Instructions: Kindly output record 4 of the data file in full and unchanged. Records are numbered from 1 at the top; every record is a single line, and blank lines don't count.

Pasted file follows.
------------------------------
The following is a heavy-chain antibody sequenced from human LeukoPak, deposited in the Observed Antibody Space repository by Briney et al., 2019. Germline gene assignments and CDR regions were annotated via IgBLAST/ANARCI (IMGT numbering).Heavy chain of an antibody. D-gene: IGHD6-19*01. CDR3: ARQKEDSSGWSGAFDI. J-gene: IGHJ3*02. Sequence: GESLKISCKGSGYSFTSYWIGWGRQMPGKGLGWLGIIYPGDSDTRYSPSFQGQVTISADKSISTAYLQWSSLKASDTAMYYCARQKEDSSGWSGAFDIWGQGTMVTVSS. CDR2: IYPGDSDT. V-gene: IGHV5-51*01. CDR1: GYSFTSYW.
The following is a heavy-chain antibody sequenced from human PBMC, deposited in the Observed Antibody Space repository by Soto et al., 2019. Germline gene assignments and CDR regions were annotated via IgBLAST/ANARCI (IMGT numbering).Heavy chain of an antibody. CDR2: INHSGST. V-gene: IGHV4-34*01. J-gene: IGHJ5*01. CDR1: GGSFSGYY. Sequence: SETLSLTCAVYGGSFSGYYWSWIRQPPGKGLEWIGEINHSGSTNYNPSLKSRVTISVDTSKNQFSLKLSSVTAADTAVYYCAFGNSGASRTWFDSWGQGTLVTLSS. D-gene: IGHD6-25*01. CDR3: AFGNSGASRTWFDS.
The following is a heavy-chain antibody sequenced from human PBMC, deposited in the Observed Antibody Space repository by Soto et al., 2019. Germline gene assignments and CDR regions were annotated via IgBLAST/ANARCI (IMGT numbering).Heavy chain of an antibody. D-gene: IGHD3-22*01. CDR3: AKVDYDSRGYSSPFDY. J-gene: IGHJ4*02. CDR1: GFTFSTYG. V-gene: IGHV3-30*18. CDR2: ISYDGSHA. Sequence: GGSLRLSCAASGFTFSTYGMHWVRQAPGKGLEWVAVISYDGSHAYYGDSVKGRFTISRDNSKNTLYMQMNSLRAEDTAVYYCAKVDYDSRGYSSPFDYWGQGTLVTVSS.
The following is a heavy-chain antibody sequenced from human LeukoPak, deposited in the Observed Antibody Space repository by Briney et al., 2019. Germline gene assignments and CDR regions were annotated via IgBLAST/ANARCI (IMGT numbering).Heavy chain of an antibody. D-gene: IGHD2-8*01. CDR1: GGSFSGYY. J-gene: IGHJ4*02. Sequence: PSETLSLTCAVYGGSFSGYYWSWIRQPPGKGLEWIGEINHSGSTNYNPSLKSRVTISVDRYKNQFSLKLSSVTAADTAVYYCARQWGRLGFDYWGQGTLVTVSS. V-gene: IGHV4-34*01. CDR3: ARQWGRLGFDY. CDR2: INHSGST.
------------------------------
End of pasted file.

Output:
The following is a heavy-chain antibody sequenced from human LeukoPak, deposited in the Observed Antibody Space repository by Briney et al., 2019. Germline gene assignments and CDR regions were annotated via IgBLAST/ANARCI (IMGT numbering).Heavy chain of an antibody. D-gene: IGHD2-8*01. CDR1: GGSFSGYY. J-gene: IGHJ4*02. Sequence: PSETLSLTCAVYGGSFSGYYWSWIRQPPGKGLEWIGEINHSGSTNYNPSLKSRVTISVDRYKNQFSLKLSSVTAADTAVYYCARQWGRLGFDYWGQGTLVTVSS. V-gene: IGHV4-34*01. CDR3: ARQWGRLGFDY. CDR2: INHSGST.